Changing climate conditions in Michigan pose an emerging public health threat
Changing climate conditions—including warmer temperatures and an increased frequency of heavy rainstorms—represent "an emerging threat to public health in Michigan," according to a new report from university researchers and state health officials.
The report, "Michigan Climate and Health Profile Report 2015: Building resilience against climate effects on Michigan's health," was released today by the Michigan Department of Health and Human Services and the Great Lakes Integrated Sciences Assessments Program—a partnership between the University of Michigan and Michigan State University.
Based on current climate trends in Michigan and projections for the next few decades, the authors identified five health topics of concern for Michigan residents:
- Respiratory diseases. Projected conditions favor increased air pollution and worsening respiratory disease. An earlier and longer growing season for plants could increase pollen levels, which in turn could exacerbate allergies and asthma.
- Heat-related illnesses. Heat waves featuring high temperatures, high humidity and stagnant air masses could become more common and may lead to increased levels of heat-related illness and death.
- Water-borne diseases. Across the Upper Midwest, extreme precipitation events have become more intense and more frequent over the past century. In coming decades, intense precipitation events and flooding are projected to stay the same or increase. Runoff from sewage and septic systems will remain a problem, potentially increasing the risk of water-borne diseases and, in some cases, harmful algal blooms.
- Vector-borne diseases. Projections point to warmer winters, earlier springs and warmer summers, conditions suitable for mosquito-borne diseases such as West Nile virus and tick-carried diseases such as Lyme disease.
- Carbon monoxide poisoning and weather-related injuries. Weather-related power outages are likely to increase, especially in the winter, leading to increased use of generators and related cases of carbon monoxide poisoning. An increased frequency of freezing rain and flooding will raise the risk of motor vehicle accidents and other types of injuries.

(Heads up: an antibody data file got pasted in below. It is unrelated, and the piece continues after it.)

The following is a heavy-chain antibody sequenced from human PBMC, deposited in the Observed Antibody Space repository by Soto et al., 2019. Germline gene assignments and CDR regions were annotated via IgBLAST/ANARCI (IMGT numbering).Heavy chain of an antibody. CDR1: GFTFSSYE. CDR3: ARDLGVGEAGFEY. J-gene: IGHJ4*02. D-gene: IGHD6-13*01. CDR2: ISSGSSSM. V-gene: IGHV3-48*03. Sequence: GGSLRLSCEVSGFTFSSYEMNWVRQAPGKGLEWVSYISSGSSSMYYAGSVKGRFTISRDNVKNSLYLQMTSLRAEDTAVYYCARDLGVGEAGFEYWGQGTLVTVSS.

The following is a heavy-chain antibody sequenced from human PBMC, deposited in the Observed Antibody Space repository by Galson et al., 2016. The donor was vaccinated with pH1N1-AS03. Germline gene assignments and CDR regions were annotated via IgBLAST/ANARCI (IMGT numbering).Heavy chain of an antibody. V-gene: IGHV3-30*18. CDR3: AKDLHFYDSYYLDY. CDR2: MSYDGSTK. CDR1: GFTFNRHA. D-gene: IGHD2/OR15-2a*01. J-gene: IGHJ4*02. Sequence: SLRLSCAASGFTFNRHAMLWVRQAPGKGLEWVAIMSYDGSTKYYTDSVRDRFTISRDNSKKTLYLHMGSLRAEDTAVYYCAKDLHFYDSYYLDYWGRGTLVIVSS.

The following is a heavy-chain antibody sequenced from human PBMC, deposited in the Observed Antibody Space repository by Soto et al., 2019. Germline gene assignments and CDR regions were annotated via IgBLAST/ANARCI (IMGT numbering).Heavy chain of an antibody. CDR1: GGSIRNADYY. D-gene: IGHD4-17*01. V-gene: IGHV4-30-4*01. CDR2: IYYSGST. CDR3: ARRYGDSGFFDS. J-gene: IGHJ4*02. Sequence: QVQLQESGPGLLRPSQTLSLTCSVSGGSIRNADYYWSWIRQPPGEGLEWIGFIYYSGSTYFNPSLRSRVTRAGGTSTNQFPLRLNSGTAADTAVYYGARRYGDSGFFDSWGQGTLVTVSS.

For the report, Marie O'Neill of the U-M School of Public Health and Larissa Larsen of U-M's A. Alfred Taubman College of Architecture and Urban Planning examined places in the state, including Detroit, which could see an increased risk of climate-sensitive health problems such as heat wave-related illnesses and death.
"I'm particularly pleased that the report addresses the relationship between climate change, environmental and social factors," said O'Neill, associate professor of environmental health sciences and epidemiology. "This is an important step in better understanding people at risk."
According to the report, the average annual temperature has increased by 0.6 degrees Fahrenheit since 1951 in southeastern Michigan and by 1.3 degrees in the northwestern part of the Lower Peninsula. During that same period, total annual average precipitation across the state increased by 4.5 percent, or 1.4 inches.
"The findings from this report will help focus future efforts to strengthen Michigan's public health preparedness as extreme weather events become increasingly common," said GLISA Program Manager Elizabeth Gibbons, who served as a report editor and coordinated efforts with the state.
The Climate and Health Profile Report was funded by the federal Centers for Disease Control and Prevention. The report is the first step in a nationwide CDC effort to inform communities and public health officials about the most current climate science related to environment and health.
The Michigan Department of Health and Human Services' Climate and Health Adaptation Program will use the report to educate community health officials and planners in preparing for emerging threats. Program officials will seek additional CDC funding to test health interventions that address the vulnerabilities and impacts identified in the report.